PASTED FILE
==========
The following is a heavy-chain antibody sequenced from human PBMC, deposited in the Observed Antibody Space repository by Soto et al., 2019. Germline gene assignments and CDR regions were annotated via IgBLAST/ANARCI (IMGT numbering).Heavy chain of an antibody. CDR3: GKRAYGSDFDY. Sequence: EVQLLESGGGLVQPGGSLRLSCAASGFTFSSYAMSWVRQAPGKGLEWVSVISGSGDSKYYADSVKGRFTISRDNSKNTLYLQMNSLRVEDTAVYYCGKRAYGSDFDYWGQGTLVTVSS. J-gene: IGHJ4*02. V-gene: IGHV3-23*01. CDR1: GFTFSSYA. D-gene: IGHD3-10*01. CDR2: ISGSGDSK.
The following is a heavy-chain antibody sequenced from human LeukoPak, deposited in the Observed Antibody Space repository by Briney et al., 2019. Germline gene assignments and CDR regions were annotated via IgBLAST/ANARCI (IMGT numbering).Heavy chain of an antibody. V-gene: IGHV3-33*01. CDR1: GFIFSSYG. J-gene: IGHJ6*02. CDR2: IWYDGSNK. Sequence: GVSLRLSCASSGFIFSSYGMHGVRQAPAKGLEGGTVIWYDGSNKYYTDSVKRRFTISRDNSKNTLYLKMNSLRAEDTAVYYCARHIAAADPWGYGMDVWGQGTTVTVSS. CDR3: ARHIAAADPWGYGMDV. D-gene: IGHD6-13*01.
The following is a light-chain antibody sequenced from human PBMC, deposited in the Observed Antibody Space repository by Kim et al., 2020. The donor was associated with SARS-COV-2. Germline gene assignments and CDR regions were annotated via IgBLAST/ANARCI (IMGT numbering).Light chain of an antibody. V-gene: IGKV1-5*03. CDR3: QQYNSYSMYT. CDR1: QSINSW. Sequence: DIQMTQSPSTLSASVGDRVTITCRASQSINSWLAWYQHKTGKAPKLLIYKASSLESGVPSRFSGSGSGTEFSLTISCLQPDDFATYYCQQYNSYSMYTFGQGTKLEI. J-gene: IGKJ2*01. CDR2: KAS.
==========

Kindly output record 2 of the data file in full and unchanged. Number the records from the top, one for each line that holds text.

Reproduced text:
The following is a heavy-chain antibody sequenced from human LeukoPak, deposited in the Observed Antibody Space repository by Briney et al., 2019. Germline gene assignments and CDR regions were annotated via IgBLAST/ANARCI (IMGT numbering).Heavy chain of an antibody. V-gene: IGHV3-33*01. CDR1: GFIFSSYG. J-gene: IGHJ6*02. CDR2: IWYDGSNK. Sequence: GVSLRLSCASSGFIFSSYGMHGVRQAPAKGLEGGTVIWYDGSNKYYTDSVKRRFTISRDNSKNTLYLKMNSLRAEDTAVYYCARHIAAADPWGYGMDVWGQGTTVTVSS. CDR3: ARHIAAADPWGYGMDV. D-gene: IGHD6-13*01.